Private Chinese companies taking part in a scheme to reduce the state's dominance in building infrastructure are finding competition is coming from an unusual place - the government peers they are supposed to replace.
Private Chinese companies taking part in a scheme to reduce the state’s dominance in building infrastructure are finding competition is coming from an unusual place – the government peers they are supposed to replace.
Private-sector businessmen say they are losing out in most projects to state firms, which are favoured by local authorities because they are seen as financially stronger and better able to raise capital. State companies are also more likely to bid for projects that private firms consider financially unfeasible.
Finance ministry data shows that 600 public-private partnerships (PPP) have so far found partners, and analysts say that about three quarters of the investment has come from state-owned firms.
“The government is willing to work with government firms, but co-operation with private companies is a shambles,” said Yan Jiehe, chairman of China Pacific Construction Group, which grew to become China’s largest private builder by revenue over the last 20 years by building roads and bridges for local governments.
Yan has no plans to invest in any of the advertised PPP projects, which range from municipal works to highway schemes.
“None of the projects make financial sense,” he said.
The central government is investigating why the private sector is winning so few projects. The central government has promised to reduce the oversized role of state enterprises in the economy, so any failure of the PPP scheme would raise doubts about that goal.
China’s Ministry of Finance and the state planning agency, the National Development and Reform Commission, did not respond to requests for comment.
Government officials are already worried about signs of a rapid slowdown in the private sector. Investment growth slowed to a record low 3.9 percent in January-May from the year-earlier period, which compares with a double-digit pace last year.
Private firms provide the lion’s share of overall investment in China and create 90 percent of new urban jobs.
Problems with the PPP scheme may be more fundamental. Local authorities have advertised close to 9,000 PPP projects – worth an estimated 9.8 trillion yuan ($1.47 trillion) – so most have yet to find a partner at all.
While Britain’s PPP scheme limits partnerships to a state authority and the private sector, China does not differentiate between government and private firms. At best, government firms are not allowed to bid on projects in their home province but are free to do so elsewhere.
Still, infrastructure projects would not get done without the participation of government firms because the state is so dominant in the economy, said Wang Shouqing, a Tsinghua University professor who advises local authorities across China on the financing of PPP projects.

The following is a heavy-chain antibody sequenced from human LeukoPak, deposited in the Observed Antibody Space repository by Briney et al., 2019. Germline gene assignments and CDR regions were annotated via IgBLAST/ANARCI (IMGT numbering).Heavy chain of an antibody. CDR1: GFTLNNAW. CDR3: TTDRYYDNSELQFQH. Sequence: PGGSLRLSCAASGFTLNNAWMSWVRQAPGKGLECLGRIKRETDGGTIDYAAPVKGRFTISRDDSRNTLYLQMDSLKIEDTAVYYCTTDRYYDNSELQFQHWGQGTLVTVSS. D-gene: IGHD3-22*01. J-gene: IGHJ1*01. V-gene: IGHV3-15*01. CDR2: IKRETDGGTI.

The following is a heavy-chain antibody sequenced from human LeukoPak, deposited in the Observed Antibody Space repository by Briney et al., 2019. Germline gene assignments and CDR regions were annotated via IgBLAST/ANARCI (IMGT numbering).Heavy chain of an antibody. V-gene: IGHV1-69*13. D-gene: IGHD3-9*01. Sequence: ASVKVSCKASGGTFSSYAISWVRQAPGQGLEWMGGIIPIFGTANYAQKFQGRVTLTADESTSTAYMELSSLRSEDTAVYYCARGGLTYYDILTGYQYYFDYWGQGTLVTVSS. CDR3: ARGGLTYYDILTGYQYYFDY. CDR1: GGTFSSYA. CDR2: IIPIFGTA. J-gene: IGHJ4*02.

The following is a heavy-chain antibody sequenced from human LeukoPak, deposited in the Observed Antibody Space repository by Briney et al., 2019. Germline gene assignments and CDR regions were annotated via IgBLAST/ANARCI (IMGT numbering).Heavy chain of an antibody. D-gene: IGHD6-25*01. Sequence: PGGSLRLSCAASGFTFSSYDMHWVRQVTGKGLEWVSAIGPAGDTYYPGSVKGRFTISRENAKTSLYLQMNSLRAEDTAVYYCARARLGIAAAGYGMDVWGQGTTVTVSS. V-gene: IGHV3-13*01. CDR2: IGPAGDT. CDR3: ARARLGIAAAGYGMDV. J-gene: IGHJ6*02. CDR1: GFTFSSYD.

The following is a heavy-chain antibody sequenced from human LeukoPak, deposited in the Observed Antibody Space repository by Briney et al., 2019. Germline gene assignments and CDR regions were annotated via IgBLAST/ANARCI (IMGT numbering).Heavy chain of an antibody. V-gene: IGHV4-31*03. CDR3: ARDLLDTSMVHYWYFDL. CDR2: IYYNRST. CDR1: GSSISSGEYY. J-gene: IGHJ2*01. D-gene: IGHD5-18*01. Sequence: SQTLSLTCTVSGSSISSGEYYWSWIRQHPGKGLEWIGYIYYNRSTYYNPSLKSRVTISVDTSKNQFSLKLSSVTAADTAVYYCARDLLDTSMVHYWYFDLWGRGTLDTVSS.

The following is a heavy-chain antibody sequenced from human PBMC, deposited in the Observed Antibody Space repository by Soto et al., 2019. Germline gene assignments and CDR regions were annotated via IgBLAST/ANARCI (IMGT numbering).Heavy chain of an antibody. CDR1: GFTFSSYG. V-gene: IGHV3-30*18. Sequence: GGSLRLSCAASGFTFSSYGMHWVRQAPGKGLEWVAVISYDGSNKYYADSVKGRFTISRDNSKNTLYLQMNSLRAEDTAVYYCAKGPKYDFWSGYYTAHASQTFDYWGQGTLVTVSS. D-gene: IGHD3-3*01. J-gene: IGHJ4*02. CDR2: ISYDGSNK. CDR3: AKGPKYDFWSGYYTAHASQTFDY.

“It was unrealistic to stop state and government firms from participating,” Wang said. “But placing no restrictions on them has resulted in this, because they run on a different playing field.”
In 2014, Beijing pledged to give PPP funding more policy support and began offering rewards of up to 8 million yuan to all participating firms.
That prompted local governments across the country to advertise projects as PPP, hoping Beijing’s policy focus would lead to faster approvals. State media has reported that the government is seeking views on a draft PPP law.
The finance ministry’s database shows just 565 projects out of 8,644 have funding partners. Shanghai-based privately-owned YHX Bank found 73 percent of the investment came from government firms.
“At all the projects we’ve dealt with, we’ve been told that what they want is a government or state contractor,” said a project manager at a private construction firm in southwestern Sichuan province who only wanted to give his surname as Long.
Water treatment PPP projects have been the most popular among private investors because many have operating agreements that allow firms to collect fees from end-users, unlike other “build-and-transfer” schemes, like roads, that rely on the local authority for payment, analysts said. Agreements with local authorities leave the firms at risk of sudden changes in policy or budget priorities.
Government firms, however, have tended to heavily undercut private companies on bids, said He Yuanping, chief financial officer of water treatment firm Beijing Originwater Technology . The company is involved in close to 80 PPPs and has mostly won projects on the back of its technology, he said.
Other executives said project terms are not always viable. Some offer lengthy repayment periods of up to 30 years, or uncompetitive returns as low as 1-2 percent, they said.
“In my opinion, out of those 8,000 plus projects, half are unsuitable for PPP,” said Wang. “We find that a lot of government officials have an incorrect understanding of PPP.”